Background/Aims: Stromal interacting molecule-1 (STIM1) aggregation and redistribution to plasma membrane to interact with Orai1 constitute the core mechanism of store-operated Ca2+ entry (SOCE). Previous study has revealed that calsequestrin-1 (CSQ1) regulates SOCE in HEK293 cells through interacting with STIM1 and inhibiting STIM1/Orai1 interaction. Here, we further investigate how CSQ1/STIM1 interaction affects SOCE. Methods: Using confocal microscopy, STIM1 aggregation and co-localizations with CSQ1 or Orai1 upon Ca2+ store depletion by thapsigargin were measured and quantified by Imaris software in HeLa cells transfected with different CSQ1 mutants. The interactions of CSQ1/STIM1 and STIM1/Orai1, and internal Ca2+ changes were detected by co-immunoprecipitation and Fura2, respectively. Results: Wt- CSQ1 overexpression significantly reduced STIM1 clustering in the perimembrane and cytosolic regions, whereas over-expression of a C-terminal amino acid 362-396 deletion mutant (C35) did not. Consistently, a significant depression of SOCE, increased CSQ1 monomerization and CSQ1/STIM1 interaction, and a reduced STIM1/Orai1 association were observed in wt-CSQ1 but not in C35-transfected cells. Additionally, mutant lacking C-terminal AA 388-396 deletion exerted weaker potency in inhibiting STIM1 aggregation and association with Orai1 than wt-CSQ1. Conclusions: Our results demonstrate that CSQ1 monomers suppress SOCE by interacting with STIM1 and attenuating STIM1 aggregation via its C-terminal amino acid 362-396.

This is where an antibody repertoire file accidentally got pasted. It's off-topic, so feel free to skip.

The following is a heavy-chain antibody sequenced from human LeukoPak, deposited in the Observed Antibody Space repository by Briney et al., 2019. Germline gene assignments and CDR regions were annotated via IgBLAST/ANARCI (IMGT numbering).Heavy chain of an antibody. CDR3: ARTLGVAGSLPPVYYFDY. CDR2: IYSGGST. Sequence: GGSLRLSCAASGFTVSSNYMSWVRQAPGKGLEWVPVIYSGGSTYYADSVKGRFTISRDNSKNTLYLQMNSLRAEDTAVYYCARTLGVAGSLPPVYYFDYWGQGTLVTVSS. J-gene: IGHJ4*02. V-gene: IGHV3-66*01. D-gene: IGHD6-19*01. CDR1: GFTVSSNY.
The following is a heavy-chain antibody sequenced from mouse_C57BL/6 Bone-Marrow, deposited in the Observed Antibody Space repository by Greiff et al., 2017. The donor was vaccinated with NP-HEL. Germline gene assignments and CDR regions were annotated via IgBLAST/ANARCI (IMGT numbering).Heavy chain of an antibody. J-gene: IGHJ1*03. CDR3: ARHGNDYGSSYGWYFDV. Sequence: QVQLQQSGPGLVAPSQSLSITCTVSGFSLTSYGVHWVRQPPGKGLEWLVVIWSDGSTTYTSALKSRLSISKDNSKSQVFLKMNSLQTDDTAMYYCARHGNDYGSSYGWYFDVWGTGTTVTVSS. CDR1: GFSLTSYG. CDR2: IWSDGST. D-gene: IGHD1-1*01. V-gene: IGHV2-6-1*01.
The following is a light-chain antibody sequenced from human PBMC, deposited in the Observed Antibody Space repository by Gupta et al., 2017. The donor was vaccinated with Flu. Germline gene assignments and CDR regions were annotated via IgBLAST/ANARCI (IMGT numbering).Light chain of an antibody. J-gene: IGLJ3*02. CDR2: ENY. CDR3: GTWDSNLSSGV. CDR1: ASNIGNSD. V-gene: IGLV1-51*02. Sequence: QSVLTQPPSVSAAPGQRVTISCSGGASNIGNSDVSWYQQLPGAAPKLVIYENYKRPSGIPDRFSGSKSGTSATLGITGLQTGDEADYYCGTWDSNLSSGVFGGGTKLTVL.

Almost all cell types rely on Ca2+ signals to maintain homeostasis at resting state and trigger specific cell responses upon stimulation. Store-operated Ca2+ entry (SOCE) is one of the mechanisms to control cytosolic Ca2+ signaling and endoplasmic reticulum (ER) Ca2+ storage [1,2]. The core machinery of SOCE includes stromal interacting molecule-1 (STIM1) and plasma membrane (PM) Ca2+ release-activated Ca2+ channel pore forming subunit 1 (Orai1) proteins [3,4,5]. STIM1 is an ER transmembrane protein with a long, substantially α-helical cytosolic domain ending in a polybasic C-terminal membrane-binding domain. It triggers SOCE by sensing ER store depletion, translocating as oligomers to an ER membrane compartment closely juxtaposed to the adjacent PM, forming STIM1 clusters called ‘puncta', and binding with Orai1 [4,5,6]. By a direct protein-protein interaction, the STIM1-Orai1 pathway enables Orai1 gating and Ca2+ influx through such an effectively demarcated microdomain for Ca2+ signaling [7,8,9].

Calsequestrin (CSQ) is the most abundant Ca2+ buffering protein within the sarco-endoplasmic reticulum (SER). CSQ type 1 (CSQ1) is the only isoform expressed in fast-twitch skeletal muscle, while equal amounts of CSQ1 and the so-called cardiac or CSQ2 isoforms are expressed in slow-twitch muscle [10,11]. In addition, recent studies have demonstrated that CSQ1 also expresses in non-excitable cells and plays functional roles in buffering ER Ca2+ and controlling Ca2+ release [12,13]. CSQ molecules exist as monomers when luminal Ca2+ concentration is lower than 10 µM. As luminal Ca2+ concentration increases, it undergoes molecule compaction, dimerization and polymerization, a stable form to bind with more Ca2+ [14,15]. In addition to buffering Ca2+ inside SER, studies have shown that CSQ down-regulates SOCE in skeletal muscle [16,17,18,19] and in non-excitable cells [12,13].